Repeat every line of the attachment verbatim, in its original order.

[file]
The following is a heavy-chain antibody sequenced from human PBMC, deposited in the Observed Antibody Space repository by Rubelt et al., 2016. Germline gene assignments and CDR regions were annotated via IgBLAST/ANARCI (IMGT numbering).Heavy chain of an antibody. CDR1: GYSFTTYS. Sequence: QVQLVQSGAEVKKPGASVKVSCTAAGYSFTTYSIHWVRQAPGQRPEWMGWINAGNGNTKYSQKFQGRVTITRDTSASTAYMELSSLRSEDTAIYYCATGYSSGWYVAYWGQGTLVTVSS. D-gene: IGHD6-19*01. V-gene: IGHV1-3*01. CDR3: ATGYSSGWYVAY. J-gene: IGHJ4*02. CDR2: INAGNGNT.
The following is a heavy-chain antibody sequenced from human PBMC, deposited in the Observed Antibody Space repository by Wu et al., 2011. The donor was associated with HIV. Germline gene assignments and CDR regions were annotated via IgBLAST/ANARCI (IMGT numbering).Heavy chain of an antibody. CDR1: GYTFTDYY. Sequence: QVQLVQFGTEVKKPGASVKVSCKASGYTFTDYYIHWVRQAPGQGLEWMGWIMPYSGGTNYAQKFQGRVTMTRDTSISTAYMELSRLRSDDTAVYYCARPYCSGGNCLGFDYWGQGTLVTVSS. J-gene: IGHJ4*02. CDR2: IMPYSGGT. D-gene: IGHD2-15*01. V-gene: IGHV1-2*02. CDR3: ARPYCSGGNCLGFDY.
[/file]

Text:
The following is a heavy-chain antibody sequenced from human PBMC, deposited in the Observed Antibody Space repository by Rubelt et al., 2016. Germline gene assignments and CDR regions were annotated via IgBLAST/ANARCI (IMGT numbering).Heavy chain of an antibody. CDR1: GYSFTTYS. Sequence: QVQLVQSGAEVKKPGASVKVSCTAAGYSFTTYSIHWVRQAPGQRPEWMGWINAGNGNTKYSQKFQGRVTITRDTSASTAYMELSSLRSEDTAIYYCATGYSSGWYVAYWGQGTLVTVSS. D-gene: IGHD6-19*01. V-gene: IGHV1-3*01. CDR3: ATGYSSGWYVAY. J-gene: IGHJ4*02. CDR2: INAGNGNT.
The following is a heavy-chain antibody sequenced from human PBMC, deposited in the Observed Antibody Space repository by Wu et al., 2011. The donor was associated with HIV. Germline gene assignments and CDR regions were annotated via IgBLAST/ANARCI (IMGT numbering).Heavy chain of an antibody. CDR1: GYTFTDYY. Sequence: QVQLVQFGTEVKKPGASVKVSCKASGYTFTDYYIHWVRQAPGQGLEWMGWIMPYSGGTNYAQKFQGRVTMTRDTSISTAYMELSRLRSDDTAVYYCARPYCSGGNCLGFDYWGQGTLVTVSS. J-gene: IGHJ4*02. CDR2: IMPYSGGT. D-gene: IGHD2-15*01. V-gene: IGHV1-2*02. CDR3: ARPYCSGGNCLGFDY.